« PreviousContinue »
and a considerable quantity of fetid pus evacuated. The symptoms were not promptly or materially ameliorated by this treatment. The disease rapidly spread, so that in ten days after the trephining of the bone a second operation was demanded and a longer incision made, extending two inches below the knee and well down to the ankle. It was found that about four-fifths of the shaft of the tibia were completely dead, the periosteum being separated almost entirely from this portion of the bone. The dead portion of the bone was removed, comprising about fourfifths of the shaft, the division being made well out into healthy bone. The after-treatment was the same as applied in the former case, including immobilisation of the leg in a fracture-box.
This youth made a rapid recovery, and the result in his case is absolutely perfect, a skiagraph showing practically no deformity in the tibia. He has grown almost to manhood, is leading an active life, and has positively no lameness, the two limbs being the same length and apparently of the same strength.
Case III.-R. M., a boy, aged 13 years, in December, 1893, received a blow on the left ankle too insignificant to attract attention. Three days after this injury a painful, red swelling appeared just above the joint on the tibial aspect of the leg. This at first was thought to be rheumatism. It extended up the leg so rapidly, and the redness and swelling increased so that it was later thought to be erysipelas. I saw him five days after the appearance of the swelling. His pain was excruciating. He was overwhelmed with sepsis, and his condition appeared most precarious. The diagnosis of acute infectious osteomyelitis was made and no time lost in opening the pus cavity. An incision was made the whole length of the tibia and an enormous amount of stinking pus poured out. · Everywhere the periosteum was detached. and likewise the epiphyseal lines were separated, so that the entire shaft of the bone was found literally floating in a pus sac. The bone was lifted out without the application of a particle of force or the stroke of a knife to free a single attachment.
After proper preparation of the wound it was packed with iodoform gauze and outside dressings applied. The leg was put into an ordinary fracture-box and immobilised by packing about it snugly a quantity of wheat bran. For many days the issue was doubtful, but finally improvement began and progressed steadily. The leg was kept in a fracture-box until the wound had healed and new bone formed, after which time a light plasterof-Paris dressing was applied and the boy allowed to go on crutches. At the end of eight months the new bone was deemed strong enough to support the weight of the body. On account of the destruction of the epiphyseal lines there was considerable deformity in this case, the tibia not growing in length. Nevertheless the limb is perfect in function, and when a thick-soled shoe is worn no lameness is apparent. A most interesting fea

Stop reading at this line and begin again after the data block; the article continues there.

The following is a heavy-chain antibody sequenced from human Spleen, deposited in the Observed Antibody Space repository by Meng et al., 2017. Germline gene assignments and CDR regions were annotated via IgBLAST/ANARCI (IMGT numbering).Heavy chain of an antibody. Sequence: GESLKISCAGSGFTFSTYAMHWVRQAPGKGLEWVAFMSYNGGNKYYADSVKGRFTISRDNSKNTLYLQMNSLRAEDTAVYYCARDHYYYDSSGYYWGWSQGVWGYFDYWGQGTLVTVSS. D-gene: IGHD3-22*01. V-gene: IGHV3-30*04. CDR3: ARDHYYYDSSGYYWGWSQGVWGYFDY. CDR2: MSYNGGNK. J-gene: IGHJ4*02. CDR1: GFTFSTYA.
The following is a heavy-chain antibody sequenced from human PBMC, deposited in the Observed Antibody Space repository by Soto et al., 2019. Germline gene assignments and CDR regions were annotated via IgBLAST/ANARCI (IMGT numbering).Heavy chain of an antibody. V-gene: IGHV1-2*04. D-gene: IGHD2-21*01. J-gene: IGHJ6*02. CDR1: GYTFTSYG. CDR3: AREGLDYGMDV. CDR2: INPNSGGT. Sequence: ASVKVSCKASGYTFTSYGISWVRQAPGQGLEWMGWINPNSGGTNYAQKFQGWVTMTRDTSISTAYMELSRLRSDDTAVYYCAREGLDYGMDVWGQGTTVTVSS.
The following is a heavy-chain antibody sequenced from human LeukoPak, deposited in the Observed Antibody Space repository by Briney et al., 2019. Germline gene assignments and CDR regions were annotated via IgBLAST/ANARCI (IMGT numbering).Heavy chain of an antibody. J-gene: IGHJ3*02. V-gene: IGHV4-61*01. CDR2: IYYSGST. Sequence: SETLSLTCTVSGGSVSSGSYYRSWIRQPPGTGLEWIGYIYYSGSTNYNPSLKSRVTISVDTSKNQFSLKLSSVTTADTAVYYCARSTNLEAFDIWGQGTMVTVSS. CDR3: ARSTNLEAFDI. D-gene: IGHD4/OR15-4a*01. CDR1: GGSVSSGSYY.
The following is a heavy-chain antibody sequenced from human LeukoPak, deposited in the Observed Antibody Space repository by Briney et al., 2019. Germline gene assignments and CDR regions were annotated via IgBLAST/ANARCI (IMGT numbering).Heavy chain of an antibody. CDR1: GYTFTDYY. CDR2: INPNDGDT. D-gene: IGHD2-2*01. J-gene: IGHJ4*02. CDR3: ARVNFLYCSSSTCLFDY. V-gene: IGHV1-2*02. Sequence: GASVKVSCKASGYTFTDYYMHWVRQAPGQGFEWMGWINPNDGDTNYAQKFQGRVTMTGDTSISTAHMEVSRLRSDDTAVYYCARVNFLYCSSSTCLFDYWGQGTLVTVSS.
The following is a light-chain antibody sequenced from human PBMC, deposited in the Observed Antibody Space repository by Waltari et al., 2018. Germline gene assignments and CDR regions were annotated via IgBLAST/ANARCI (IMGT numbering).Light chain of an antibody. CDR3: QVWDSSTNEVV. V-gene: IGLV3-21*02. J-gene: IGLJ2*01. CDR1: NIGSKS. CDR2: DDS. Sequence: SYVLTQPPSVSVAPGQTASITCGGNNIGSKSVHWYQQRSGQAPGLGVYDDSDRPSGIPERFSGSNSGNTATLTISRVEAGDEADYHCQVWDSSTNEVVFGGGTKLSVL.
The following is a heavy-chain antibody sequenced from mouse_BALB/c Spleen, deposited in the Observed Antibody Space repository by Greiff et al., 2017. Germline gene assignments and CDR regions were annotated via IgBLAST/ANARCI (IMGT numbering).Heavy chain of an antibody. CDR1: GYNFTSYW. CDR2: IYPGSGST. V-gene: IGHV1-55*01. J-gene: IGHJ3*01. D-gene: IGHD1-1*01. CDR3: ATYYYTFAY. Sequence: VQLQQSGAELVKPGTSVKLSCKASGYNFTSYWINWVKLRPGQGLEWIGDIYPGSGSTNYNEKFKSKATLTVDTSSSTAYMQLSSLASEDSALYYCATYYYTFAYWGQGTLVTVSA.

ture of the skiagraph is the exhibition of a false joint in the new tibia about three inches above the ankle-joint.
When ed of its
Case IV.-A boy aged 12 years was seized with pain in his shin. This was soon followed by redness and swelling. The trouble was at first ascribed to rheumatism. Later Dr. Warinner was called and pronounced it osteomyelitis. I first examined him at the Old Dominion Hospital. His leg was enormously swollen and very red, and fluctuation was present throughout the entire extent of the tibia. The boy being profoundly septic, and his condition being alarming, operation was immediately performed.
An incision was made extending the whole length of the tibia. When the bone was exposed it was discovered to be entirely denuded of its periosteum, and, like Case III., was lying loose in a pus sac. It was simply lifted out without any resistance by adherent membranes or epiphyses. As in the other cases, the wound was cleansed and dressed antiseptically and the leg placed in a fracture-box.
Prompt relief from constitutional symptoms supervened and the boy's general health rapidly improved. He made excellent progress and was able leave at the end of eight weeks with a light plaster-of-Paris dressing. He was allowed to go on crutches, with the leg suspended, at the end of ten weeks. In six months the bone, which was much distorted, was able to bear the weight of his body.
It will be seen, by reference to the skiagraph of this case, that, unlike Case II., formation of the bone was incomplete, there being a hiatus of fibrous tissue about the middle of the bone. The leg is sufficiently strong, however, to bear the weight of the body without the aid even of a cane. In consequence of the removal of the entire shaft and the destruction of the epiphyseal junction there is, of course, much shortening of the new tibia, but by means of a high shoe there is but little lameness. The function of the limb is excellent.
Case V.-L. J., a boy, aged 11 years, referred by Dr. H. H. Henry, was admitted to the Old Dominion Hospital, January 5, 1903. At the time of his admission his condition was deplorable. He had an acute osteomyelitis of the left tibia and a very acute inflammation in the right hip-joint. He was so profoundly septic that his life was despaired of. His symptoms had developed with great rapidity and violence, following a slight hurt. The whole of the left leg was very red and enormously swollen. Fluctuation was present over the whole tibial region.
An incision was made the entire length of the shin-bone, which was found suspended in a pus sac, and, like Cases III. and IV., the bone was free. No force was required to extract it, it being literally lifted out of its bed. This case was treated